Published November 20, 2014
Juggling school and basketball has been a bit difficult for Maya Moore over the past few weeks.
She's playing for Team USA. And she's in another country.
The Connecticut senior, the lone collegian on the U.S. roster at the women's world basketball championship, has had to make time for schoolwork in between games and practices.
So far, everything has worked out well.
"I took two tests and got A's on both so it hasn't been too bad," said Moore, who has over a 3.7 GPA. "The only glitch is that the internet has been spotty at times, making Skype-ing more difficult."
The sports media and promotion major is taking 12 credits this semester and even considered applying for a Rhodes Scholarship, but decided against it. She hasn't had too much trouble managing her time 4,000 miles away from campus.
"It's a balancing act," she said. "I make time for study hall, but also have fun hanging out with my teammates."
Moore isn't the only college player in the tournament. Canada, which lost 87-46 to the U.S. on Monday, has two student-athletes of its own with Notre Dame freshman Natalie Achonwa and Gonzaga senior Janelle Bekkering. The two Canadians were matched up with Moore during the game.
All three are trying to balance representing their countries and keeping up with school back in the U.S. It would have been virtually impossible to do both 20 years ago. Now with the internet, the three players are able to download classes online, talk to teachers via email, or utilize Skype to communicate with classmates.
"My teachers have been very cooperative," said Bekkering, who led Canada with eight points against the U.S. "Before we got here I registered for classes and made sure the teachers were all right with it."
While Moore and Bekkering are in their final years at school, Achonwa is just beginning her collegiate career.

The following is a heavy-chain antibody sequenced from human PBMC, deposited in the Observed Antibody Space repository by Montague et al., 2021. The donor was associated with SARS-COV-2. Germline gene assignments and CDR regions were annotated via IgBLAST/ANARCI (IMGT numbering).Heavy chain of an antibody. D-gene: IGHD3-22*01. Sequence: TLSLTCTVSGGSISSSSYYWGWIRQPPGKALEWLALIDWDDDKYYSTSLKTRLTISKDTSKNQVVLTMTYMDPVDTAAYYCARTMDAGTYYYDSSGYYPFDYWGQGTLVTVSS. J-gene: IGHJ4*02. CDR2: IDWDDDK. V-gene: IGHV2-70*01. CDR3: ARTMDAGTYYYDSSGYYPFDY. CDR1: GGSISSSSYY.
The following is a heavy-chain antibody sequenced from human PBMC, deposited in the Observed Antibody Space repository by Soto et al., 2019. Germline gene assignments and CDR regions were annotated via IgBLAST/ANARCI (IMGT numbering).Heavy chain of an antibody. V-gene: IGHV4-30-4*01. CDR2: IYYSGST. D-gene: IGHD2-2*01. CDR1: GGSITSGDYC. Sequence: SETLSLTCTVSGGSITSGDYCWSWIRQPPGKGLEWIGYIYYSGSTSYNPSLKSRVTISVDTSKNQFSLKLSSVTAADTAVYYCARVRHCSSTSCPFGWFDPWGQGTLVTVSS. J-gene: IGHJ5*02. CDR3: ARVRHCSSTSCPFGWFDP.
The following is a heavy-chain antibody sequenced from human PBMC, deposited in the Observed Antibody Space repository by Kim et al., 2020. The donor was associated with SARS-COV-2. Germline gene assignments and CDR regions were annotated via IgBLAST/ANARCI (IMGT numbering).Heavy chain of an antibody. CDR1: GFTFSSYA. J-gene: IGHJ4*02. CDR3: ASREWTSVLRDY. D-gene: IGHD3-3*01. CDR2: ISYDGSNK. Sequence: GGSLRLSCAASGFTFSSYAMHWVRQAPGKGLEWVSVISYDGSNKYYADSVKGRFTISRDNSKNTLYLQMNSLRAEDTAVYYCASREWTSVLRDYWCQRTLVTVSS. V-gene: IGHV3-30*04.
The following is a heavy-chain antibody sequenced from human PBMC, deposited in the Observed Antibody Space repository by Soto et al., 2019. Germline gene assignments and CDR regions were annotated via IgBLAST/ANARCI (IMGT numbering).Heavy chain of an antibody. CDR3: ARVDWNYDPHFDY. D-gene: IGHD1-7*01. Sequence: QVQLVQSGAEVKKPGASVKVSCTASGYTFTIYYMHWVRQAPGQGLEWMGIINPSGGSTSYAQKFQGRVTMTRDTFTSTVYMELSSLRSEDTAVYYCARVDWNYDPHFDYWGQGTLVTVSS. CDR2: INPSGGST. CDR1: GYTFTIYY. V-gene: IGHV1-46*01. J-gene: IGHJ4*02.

Notre Dame coach Muffett McGraw didn't hesitate in allowing the 17-year-old Achonwa to play for Canada despite her freshman status.
"This was a once-in-a-lifetime opportunity for someone her age to compete with the best players in the world," McGraw wrote to The Associated Press in an email. "The experiences she's getting over there, with the basketball competition and the chance to learn a new culture, are going to prove invaluable to her growth as a student-athlete."
Achonwa was on campus in South Bend for a few weeks before leaving to join Canada while the team trained in Greece. She roomed with Bekkering on that trip.
"We sat there and did homework together," said Bekkering. "It's more difficult for her because I'm a fifth-year senior. This semester I only had to take three classes."
Achonwa got her introduction to world championship play Thursday against Australia. She was given the task of guarding WNBA MVP Lauren Jackson, who she drew a foul on during one sequence.
The "Canadian Sensation" as her Notre Dame teammates call her, made both free throws and is a perfect 8-for-8 in the tournament.
"That was pretty cool," said Achonwa. "It's a lot more physical at this level than I'm used to."
Canada coach Allison McNeill has been impressed with Achonwa, who at 6-foot-3 provides a physical presence. Still, she finds herself having to play the role of den mother at times.
"If the older players go out for a beer, I'm like 'You can't go," McNeill said with a smile. "There's a certain innocence about her, but she's also wise and wily on the court."